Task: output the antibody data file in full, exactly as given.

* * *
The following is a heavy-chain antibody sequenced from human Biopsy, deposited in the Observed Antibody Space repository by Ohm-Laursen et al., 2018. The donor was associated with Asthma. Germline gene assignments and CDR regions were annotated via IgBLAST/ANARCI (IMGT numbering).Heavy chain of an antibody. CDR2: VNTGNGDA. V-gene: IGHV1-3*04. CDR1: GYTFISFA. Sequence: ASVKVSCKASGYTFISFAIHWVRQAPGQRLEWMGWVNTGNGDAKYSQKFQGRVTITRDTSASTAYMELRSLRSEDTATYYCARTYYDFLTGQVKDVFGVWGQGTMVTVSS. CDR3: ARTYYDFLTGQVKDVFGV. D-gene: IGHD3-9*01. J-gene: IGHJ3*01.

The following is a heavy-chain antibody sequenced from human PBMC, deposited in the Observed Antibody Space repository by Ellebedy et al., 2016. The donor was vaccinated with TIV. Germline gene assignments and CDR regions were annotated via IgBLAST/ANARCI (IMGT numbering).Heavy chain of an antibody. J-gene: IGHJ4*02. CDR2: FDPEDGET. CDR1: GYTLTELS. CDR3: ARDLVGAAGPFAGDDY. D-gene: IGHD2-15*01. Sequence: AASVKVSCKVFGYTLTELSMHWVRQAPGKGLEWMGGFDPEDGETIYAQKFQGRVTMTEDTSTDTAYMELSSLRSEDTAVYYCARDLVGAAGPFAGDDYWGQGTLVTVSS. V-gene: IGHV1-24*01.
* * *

The following is a heavy-chain antibody sequenced from human Biopsy, deposited in the Observed Antibody Space repository by Ohm-Laursen et al., 2018. The donor was associated with Asthma. Germline gene assignments and CDR regions were annotated via IgBLAST/ANARCI (IMGT numbering).Heavy chain of an antibody. CDR2: VNTGNGDA. V-gene: IGHV1-3*04. CDR1: GYTFISFA. Sequence: ASVKVSCKASGYTFISFAIHWVRQAPGQRLEWMGWVNTGNGDAKYSQKFQGRVTITRDTSASTAYMELRSLRSEDTATYYCARTYYDFLTGQVKDVFGVWGQGTMVTVSS. CDR3: ARTYYDFLTGQVKDVFGV. D-gene: IGHD3-9*01. J-gene: IGHJ3*01.

The following is a heavy-chain antibody sequenced from human PBMC, deposited in the Observed Antibody Space repository by Ellebedy et al., 2016. The donor was vaccinated with TIV. Germline gene assignments and CDR regions were annotated via IgBLAST/ANARCI (IMGT numbering).Heavy chain of an antibody. J-gene: IGHJ4*02. CDR2: FDPEDGET. CDR1: GYTLTELS. CDR3: ARDLVGAAGPFAGDDY. D-gene: IGHD2-15*01. Sequence: AASVKVSCKVFGYTLTELSMHWVRQAPGKGLEWMGGFDPEDGETIYAQKFQGRVTMTEDTSTDTAYMELSSLRSEDTAVYYCARDLVGAAGPFAGDDYWGQGTLVTVSS. V-gene: IGHV1-24*01.